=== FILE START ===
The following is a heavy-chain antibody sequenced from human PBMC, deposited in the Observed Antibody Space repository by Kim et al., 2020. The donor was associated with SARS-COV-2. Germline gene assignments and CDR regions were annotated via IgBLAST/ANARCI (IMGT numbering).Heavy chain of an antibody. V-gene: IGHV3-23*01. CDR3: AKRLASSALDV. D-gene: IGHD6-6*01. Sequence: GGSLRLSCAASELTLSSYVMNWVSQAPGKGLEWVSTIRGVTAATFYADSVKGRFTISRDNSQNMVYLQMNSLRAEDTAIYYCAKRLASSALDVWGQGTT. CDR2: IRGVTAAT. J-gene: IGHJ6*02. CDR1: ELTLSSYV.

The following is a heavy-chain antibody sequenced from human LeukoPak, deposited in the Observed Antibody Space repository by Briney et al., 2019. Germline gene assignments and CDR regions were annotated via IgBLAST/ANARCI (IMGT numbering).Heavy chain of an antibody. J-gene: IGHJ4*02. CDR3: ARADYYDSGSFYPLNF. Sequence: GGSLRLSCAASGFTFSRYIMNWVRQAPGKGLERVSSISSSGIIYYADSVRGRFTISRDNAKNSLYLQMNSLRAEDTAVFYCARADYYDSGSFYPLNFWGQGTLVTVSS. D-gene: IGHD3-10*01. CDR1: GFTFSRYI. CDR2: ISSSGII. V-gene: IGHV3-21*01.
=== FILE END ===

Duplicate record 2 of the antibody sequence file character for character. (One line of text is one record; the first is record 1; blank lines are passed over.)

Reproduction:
The following is a heavy-chain antibody sequenced from human LeukoPak, deposited in the Observed Antibody Space repository by Briney et al., 2019. Germline gene assignments and CDR regions were annotated via IgBLAST/ANARCI (IMGT numbering).Heavy chain of an antibody. J-gene: IGHJ4*02. CDR3: ARADYYDSGSFYPLNF. Sequence: GGSLRLSCAASGFTFSRYIMNWVRQAPGKGLERVSSISSSGIIYYADSVRGRFTISRDNAKNSLYLQMNSLRAEDTAVFYCARADYYDSGSFYPLNFWGQGTLVTVSS. D-gene: IGHD3-10*01. CDR1: GFTFSRYI. CDR2: ISSSGII. V-gene: IGHV3-21*01.